Why The 2-Hour Commute Is A Public Policy Success
The Los Angeles Times is running an all-week series on traffic congestion in L.A. and how miserable everybody’s commute is. The topic is a sure-fire winner among readers, and the personal stories of commuters are interesting and well-told. But the Times appears to have taken the position that the problem can be solved by simply building more highways and denying development projects that would generate traffic. Good luck getting that package through the Legislature!
The policy debate about what to do was contained mostly in Monday’s story, written by Jeffrey L. Rabin and Dan Weikel. The nerdy parts of the article are very well-done for a general-circulation newspaper – probably because both writers (especially Rabin) are experienced hands at covering the growth wars. The article basically lays out the California Environmental Quality Act process in layperson’s terms, even the “Statement of Overriding Consideration” that a government agency adopts when a project’s impacts cannot be fully mitigated. The story also documents highway underinvestment in California relative to increases in both population growth and driving.
Yet the story is framed around the killer, 72-mile-each-way commute of Aundraya Reliford. Poor Aundraya drives from her home in Rialto every morning to the nearby Metrolink station, takes the train to Union Station in downtown L.A., where she transfers to her junker car and then makes the killer commute across town to Santa Monica, where she works at MTV. Elapsed time: Two hours and 40 minutes each way.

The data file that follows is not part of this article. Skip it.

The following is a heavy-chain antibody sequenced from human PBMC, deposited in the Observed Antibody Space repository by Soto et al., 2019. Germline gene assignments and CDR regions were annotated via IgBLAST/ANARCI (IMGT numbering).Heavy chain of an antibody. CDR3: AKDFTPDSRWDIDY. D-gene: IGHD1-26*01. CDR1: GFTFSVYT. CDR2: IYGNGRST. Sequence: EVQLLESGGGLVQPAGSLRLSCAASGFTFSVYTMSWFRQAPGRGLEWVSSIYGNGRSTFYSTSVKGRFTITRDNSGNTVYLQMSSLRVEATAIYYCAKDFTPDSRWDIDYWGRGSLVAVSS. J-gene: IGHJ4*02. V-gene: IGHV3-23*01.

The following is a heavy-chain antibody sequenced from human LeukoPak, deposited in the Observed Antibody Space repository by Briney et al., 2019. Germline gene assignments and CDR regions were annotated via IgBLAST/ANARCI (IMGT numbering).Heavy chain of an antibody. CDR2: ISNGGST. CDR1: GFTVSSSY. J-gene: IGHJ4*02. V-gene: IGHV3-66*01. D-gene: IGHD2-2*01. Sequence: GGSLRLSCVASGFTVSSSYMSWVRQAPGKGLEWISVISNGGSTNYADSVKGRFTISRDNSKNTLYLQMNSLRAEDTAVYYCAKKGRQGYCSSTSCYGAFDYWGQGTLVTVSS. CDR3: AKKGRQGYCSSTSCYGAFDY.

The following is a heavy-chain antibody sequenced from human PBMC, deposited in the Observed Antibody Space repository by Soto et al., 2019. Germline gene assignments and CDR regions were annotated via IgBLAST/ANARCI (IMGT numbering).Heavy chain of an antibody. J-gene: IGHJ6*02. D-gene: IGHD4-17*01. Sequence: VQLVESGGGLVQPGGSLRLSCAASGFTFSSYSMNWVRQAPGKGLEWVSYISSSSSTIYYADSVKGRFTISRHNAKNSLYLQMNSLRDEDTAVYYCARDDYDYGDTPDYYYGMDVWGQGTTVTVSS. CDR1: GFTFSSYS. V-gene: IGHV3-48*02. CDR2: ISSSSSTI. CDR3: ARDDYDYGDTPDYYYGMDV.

Rabin and Weikel even track the history of the Water Garden project in Santa Monica, where Reliford works, noting that it was approved with a Statement of Overriding Consideration on traffic. As I noted above, the article also takes the state to task for underinvesting in highway construction. It concludes with poor Aundraya saying: “At the rate things are going, there's certainly going to be a time when I have to pull out."
The pairing of the nerdy policy discussion with the compelling story of the long-distance commuter creates a weird dynamic. What is the Times really saying? That we should spend more money on highways and approve fewer office buildings on the Westside? So that Aundraya Reliford can drive faster from Rialto to Santa Monica, where she won’t have a job because the Water Garden project wouldn’t have been built?
This is the problem with journalism about growth that focuses on traffic and on the sexiest traffic story, which is the nightmarish long commute. Yes, traffic in L.A. is horrible. But most people in L.A. have short commutes. In terms of distance, the average commute in L.A. is actually getting shorter. And the problem on the Westside isn’t only too many jobs, but also not enough housing – a problem that doesn’t get solved by not adopting Statements of Overriding Considerations and building more highways. (Almost any housing project on the Westside would also require a Statement of Overriding Consideration on traffic.)
The Times seems to suggest that transportation policy has failed because we cannot figure out how to provide one person with a comfortable, fast way to commute 72 miles across one of the most densely crowded landscapes in the world every single day. Most of the commenters on the Times web site pointed something out that the writers didn’t mention: Maybe poor Aundraya ought to live closer to work, or work closer to home. I agree. If poor Aundraya has to give up the ghost on her 72-mile commute because it’s just too hellish, I’d say that’s a public policy success, not a public policy failure.
– Bill Fulton